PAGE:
The US Department of Justice (DOJ) [official website] on Friday dropped a federal lawsuit against the state of North Carolina over a bill requiring transgender people to use the public bathroom associated with their birth gender. The DOJ originally filed [press release] the lawsuit against the state in May 2016. The Justice Department decided to drop the lawsuit due to North Carolina’s repeal of the bill last month. The American Civil Liberties Union and Lambda Legal have stated that they will continue their lawsuit [Washington Post report] against the state. The repeal of House Bill 142, [text, PDF] included a provision that no new law regarding private employment practices or regulating public accommodations may be enacted before December 1, 2020. Critics of the bill state that this provision prevents the state from passing new laws to protect LGBT individuals.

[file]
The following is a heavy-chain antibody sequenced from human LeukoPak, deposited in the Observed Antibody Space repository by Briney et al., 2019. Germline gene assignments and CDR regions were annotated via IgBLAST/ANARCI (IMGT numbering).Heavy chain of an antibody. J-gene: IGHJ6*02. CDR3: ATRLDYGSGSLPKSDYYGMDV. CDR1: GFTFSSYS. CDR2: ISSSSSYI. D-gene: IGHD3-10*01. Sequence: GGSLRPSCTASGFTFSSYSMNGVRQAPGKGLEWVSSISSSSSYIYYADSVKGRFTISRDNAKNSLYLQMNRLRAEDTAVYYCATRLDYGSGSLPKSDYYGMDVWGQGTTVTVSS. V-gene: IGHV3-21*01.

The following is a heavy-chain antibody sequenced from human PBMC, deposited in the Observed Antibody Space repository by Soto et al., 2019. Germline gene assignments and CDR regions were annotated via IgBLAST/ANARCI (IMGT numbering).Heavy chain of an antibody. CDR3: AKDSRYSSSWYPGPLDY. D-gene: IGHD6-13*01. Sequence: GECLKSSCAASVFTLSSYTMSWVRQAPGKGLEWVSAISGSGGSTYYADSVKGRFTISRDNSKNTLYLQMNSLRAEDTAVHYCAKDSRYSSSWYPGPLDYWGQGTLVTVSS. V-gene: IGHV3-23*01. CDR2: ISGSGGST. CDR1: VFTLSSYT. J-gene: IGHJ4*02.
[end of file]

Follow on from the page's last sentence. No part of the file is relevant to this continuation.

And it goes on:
House Bill 2 has triggered a series of legal actions since its passage last year. North Carolina repealed [JURIST report] House Bill 2 last month with the passage of House Bill 142. In February, six Democrats in the North Carolina House of Representatives filed a bill [JURIST report] to repeal HB2. Last May, former governor Pat McCrory filed a complaint for declaratory judgment asking the federal court to weigh in on the legality of the bill, but withdrew [JURIST reports] from the lawsuit in September. In March 2016 North Carolina individuals and civil rights groups filed a lawsuit [JURIST report] against McCrory, claiming that the bill was unconstitutional and discriminatory. Earlier that month McCrory signed the bill into law [JURIST report], preventing local governments from enacting their own nondiscrimination ordinances and making them unable to pass laws allowing transgender people to use the public restroom or locker room that corresponds with their gender identity.